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Aug 10, 2018 07:28PM
Aug 10, 2018 07:35PM
>>Or are you just of the belief that now doctors are more accurately diagnosing it more so now than in years past?<<
I believe that for long times and in many places, many sufferers had no access to any Medical Care, nor to any Medicine other than alcohol. Many would have been secretive about it. Many would have secluded themselves because of the stench they carried. And then, even with access to Doctors, there would have been failures to diagnose. Even now, there are failures to make timely diagnosis, disadvantaging breast cancer patients' prospects for survival.
>>[...] autism numbers. It seems to be more widely understood now, therefor more often diagnosed.<<
Now it is recognized that there is a much broader spectrum (or range) in what we call autism. Before there was this expanded view and recognition, there were shy persons who had to try harder -- to make much more determined effort --; and there were shyer persons who had to try even harder than they; and then there were some persons who seemed very difficult to reach, recognised as autistic.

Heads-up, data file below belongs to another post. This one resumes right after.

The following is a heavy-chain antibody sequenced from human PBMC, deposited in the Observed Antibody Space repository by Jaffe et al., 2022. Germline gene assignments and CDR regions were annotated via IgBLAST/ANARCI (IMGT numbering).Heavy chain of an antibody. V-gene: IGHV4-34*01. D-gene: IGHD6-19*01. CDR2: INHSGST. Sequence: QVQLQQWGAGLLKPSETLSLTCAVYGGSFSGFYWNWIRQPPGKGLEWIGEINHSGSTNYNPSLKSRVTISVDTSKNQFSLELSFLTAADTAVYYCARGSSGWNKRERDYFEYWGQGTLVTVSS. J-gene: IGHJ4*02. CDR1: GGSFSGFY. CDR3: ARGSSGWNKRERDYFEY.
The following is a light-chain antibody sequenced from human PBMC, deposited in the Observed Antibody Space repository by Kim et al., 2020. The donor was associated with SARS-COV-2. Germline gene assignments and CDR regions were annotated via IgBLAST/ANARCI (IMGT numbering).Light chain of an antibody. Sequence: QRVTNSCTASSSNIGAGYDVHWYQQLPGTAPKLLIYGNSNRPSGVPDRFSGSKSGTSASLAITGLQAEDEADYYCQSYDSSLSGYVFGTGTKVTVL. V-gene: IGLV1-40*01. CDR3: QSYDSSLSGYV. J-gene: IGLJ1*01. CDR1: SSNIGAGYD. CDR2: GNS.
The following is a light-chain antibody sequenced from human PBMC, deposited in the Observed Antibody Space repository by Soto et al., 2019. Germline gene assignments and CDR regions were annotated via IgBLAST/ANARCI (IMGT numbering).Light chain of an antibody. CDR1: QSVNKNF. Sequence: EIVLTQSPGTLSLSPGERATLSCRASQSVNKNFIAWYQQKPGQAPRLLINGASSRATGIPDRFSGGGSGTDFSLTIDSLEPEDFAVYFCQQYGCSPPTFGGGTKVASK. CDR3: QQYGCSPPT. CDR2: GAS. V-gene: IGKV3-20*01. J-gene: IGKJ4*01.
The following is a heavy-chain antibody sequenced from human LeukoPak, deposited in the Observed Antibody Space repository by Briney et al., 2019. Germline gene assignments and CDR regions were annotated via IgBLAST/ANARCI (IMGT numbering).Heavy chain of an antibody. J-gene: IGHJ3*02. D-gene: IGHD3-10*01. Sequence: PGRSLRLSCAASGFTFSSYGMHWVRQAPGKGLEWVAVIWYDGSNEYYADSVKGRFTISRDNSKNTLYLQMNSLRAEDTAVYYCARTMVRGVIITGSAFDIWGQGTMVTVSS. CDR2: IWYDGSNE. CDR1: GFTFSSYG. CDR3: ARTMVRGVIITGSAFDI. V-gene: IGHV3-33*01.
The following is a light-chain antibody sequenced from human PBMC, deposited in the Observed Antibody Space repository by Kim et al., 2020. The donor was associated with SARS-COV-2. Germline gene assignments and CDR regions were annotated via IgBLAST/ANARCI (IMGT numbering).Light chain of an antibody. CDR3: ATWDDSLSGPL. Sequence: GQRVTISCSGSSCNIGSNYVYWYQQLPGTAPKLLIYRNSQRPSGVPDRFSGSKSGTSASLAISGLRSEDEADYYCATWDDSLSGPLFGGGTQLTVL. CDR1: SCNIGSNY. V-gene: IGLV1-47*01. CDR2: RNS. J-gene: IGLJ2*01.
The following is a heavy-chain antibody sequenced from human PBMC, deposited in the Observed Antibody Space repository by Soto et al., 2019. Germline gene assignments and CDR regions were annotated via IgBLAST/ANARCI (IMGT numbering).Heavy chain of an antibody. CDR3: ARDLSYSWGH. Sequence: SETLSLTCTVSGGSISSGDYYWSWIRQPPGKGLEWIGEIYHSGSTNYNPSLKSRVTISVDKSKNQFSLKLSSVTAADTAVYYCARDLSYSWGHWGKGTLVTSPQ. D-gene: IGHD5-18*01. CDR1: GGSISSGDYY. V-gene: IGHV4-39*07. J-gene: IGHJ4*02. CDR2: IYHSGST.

There is the vaccine issue. I understand there is higher incidence of autism in vaccinated black male youngsters than in otherwise similarly situated youngsters.
Then there is this issue everyone notices and knows about but fairly few talk about -- that men have their own "biological clocks."
>>I have to say I would have been heart broken not to have been able to feed my babies. That was a treasured time.<<
Would you have missed your breasts if you had grown up without them? The leading infant formula manufacturers have first-rate R & D behind their infant formula products.
I fed my preemie babies -- the smallest survivor came to me at nine grams body weight -- with 1-mL syringes with teeny cannula fittings. Larger babies -- of sixteen to thirty grams or so body weight -- could have a teeny slim silicone nipple-like sleeve put onto the teeny cannula attachments. Those were treasured times with my Little Ones.
>>Mastectomies at birth?<<
Yes, or in early infancy. In my experience, all else (as to surgery injury) being equal, the pain experience is not of the same degree so much earlier in life.
>>You wouldn't be guaranteeing anything 100% although I'm sure the number would drastically go [d]own <<
Yes. Mastectomy seems to be the most risk-reducing means we have to deal with this epidemic.
My latest (Stage IV) diagnosis is almost certainly of another distant primary type. To the best of my information and belief, I am still apparently what we call NED as to breast cancer, doubtless thanks to Letrozole.
2/12/2016, ILC, Right, Stage IIA, Grade 1, 0/13 nodes, ER+/PR+, HER2-
2/19/2016 Lymph node removal: Right, Sentinel, Underarm/Axillary; Mastectomy: Right; Prophylactic mastectomy: Left
4/1/2016 Femara (letrozole)
4/25/2016 Prophylactic ovary removal
8/2018, Stage IV